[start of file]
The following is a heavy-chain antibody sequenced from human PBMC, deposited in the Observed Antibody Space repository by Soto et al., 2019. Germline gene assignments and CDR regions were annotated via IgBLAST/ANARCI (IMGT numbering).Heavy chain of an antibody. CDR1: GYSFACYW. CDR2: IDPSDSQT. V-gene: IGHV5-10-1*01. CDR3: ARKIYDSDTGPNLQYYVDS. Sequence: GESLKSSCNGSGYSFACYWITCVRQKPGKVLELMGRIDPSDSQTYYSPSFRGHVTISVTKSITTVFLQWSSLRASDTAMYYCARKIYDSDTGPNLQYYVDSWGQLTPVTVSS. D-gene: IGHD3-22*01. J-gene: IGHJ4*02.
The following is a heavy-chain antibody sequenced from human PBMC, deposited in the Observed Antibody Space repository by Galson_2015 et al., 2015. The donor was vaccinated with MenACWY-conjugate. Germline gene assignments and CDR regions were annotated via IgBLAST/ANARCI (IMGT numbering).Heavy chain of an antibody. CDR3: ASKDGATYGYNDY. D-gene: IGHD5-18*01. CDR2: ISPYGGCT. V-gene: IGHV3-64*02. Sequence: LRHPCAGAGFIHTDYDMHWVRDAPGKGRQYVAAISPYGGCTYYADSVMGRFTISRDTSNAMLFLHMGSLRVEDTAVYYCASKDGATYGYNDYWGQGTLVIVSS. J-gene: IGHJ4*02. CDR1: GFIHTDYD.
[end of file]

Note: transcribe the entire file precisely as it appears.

The following is a heavy-chain antibody sequenced from human PBMC, deposited in the Observed Antibody Space repository by Soto et al., 2019. Germline gene assignments and CDR regions were annotated via IgBLAST/ANARCI (IMGT numbering).Heavy chain of an antibody. CDR1: GYSFACYW. CDR2: IDPSDSQT. V-gene: IGHV5-10-1*01. CDR3: ARKIYDSDTGPNLQYYVDS. Sequence: GESLKSSCNGSGYSFACYWITCVRQKPGKVLELMGRIDPSDSQTYYSPSFRGHVTISVTKSITTVFLQWSSLRASDTAMYYCARKIYDSDTGPNLQYYVDSWGQLTPVTVSS. D-gene: IGHD3-22*01. J-gene: IGHJ4*02.
The following is a heavy-chain antibody sequenced from human PBMC, deposited in the Observed Antibody Space repository by Galson_2015 et al., 2015. The donor was vaccinated with MenACWY-conjugate. Germline gene assignments and CDR regions were annotated via IgBLAST/ANARCI (IMGT numbering).Heavy chain of an antibody. CDR3: ASKDGATYGYNDY. D-gene: IGHD5-18*01. CDR2: ISPYGGCT. V-gene: IGHV3-64*02. Sequence: LRHPCAGAGFIHTDYDMHWVRDAPGKGRQYVAAISPYGGCTYYADSVMGRFTISRDTSNAMLFLHMGSLRVEDTAVYYCASKDGATYGYNDYWGQGTLVIVSS. J-gene: IGHJ4*02. CDR1: GFIHTDYD.